Even supposed mass market films like XMEN FIRST CLASS and SIN CITY reek of this ingrained stereotyping and caricature as truth, when it comes to the non-pale characters. And I could deal if this mentality and programming and white wish fulfillment was the occasional film, however in the last two decades it has become practically every film and tv show. The White hero has a woman of color pining for him, his backup girl typically. And the male actor of color, seldom a protagonist, and even less seldom does he get the girl, he is now relegated to comedy relief or side-kick; Rochester for the 21st century. Far have we drifted from the sexually virile Black stars of the 70s.
This creates a cinema of exclusion and to some extent, social engineering. Our facts are shaped by our fictions, arguably more than anything else, and a cinema of marginalization, legitimization and feminism of the male of color, bodes not well.
We are not DW Griffith we are not Cecil B. DeMills making entertainment for a virulently segregated, Jim Crow America. We have made some progress since then, and for filmmakers not to acknowledge that progress or that shifting audience, is to take a stance against that progress, and against that diverse viewing base.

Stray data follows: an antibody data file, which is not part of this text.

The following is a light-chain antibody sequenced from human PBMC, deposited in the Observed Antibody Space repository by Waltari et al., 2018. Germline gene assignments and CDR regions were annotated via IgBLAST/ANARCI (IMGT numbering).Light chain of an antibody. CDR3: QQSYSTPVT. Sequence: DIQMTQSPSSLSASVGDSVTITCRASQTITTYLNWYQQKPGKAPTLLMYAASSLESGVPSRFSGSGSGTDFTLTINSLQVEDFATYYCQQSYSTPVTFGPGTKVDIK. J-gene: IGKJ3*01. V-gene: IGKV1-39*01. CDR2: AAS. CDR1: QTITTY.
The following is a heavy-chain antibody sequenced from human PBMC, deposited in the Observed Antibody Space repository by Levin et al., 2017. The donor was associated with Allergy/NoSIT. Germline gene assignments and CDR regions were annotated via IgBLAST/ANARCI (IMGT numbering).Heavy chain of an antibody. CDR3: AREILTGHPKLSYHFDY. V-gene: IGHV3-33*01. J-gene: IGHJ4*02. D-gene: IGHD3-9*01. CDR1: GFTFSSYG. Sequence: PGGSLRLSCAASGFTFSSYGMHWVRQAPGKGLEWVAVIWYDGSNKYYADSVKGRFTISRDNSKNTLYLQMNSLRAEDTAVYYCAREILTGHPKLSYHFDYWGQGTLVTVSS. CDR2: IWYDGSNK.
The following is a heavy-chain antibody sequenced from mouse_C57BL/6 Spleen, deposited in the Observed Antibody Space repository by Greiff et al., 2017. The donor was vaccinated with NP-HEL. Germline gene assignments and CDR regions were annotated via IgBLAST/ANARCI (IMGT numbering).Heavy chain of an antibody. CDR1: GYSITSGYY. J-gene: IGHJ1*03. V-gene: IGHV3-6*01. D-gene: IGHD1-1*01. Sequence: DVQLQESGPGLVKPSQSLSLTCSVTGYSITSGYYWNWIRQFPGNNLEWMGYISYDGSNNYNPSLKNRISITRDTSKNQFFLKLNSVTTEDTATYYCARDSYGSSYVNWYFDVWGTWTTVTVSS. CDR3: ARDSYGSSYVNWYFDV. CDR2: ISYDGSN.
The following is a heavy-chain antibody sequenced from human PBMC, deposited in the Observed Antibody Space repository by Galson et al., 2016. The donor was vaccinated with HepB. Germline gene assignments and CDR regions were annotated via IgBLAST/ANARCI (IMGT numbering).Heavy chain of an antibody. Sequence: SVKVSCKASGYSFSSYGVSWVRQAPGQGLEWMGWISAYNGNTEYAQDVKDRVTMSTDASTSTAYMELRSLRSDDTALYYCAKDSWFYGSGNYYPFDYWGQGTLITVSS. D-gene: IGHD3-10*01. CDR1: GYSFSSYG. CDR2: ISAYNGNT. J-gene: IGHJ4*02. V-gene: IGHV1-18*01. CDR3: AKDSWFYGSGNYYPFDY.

We are not in the early days of the 20th century, we are in the early days of the 21st and while it is a filmmakers choice whether to be exclusionary or boring or homogeneous to a fault, you do so at the risk of failing to become a better filmmaker. You do so at the risk of making scared, redundant, and repetitive early 20th century films, here in the 21st century.
Well I’ve gone on about the pitfalls of cinema, here 15 years into the 21st century, now let’s discuss the strengths of film. The people I think are portraying an America and a world far more intune to the one I walk through, where heroes can be both Black and White.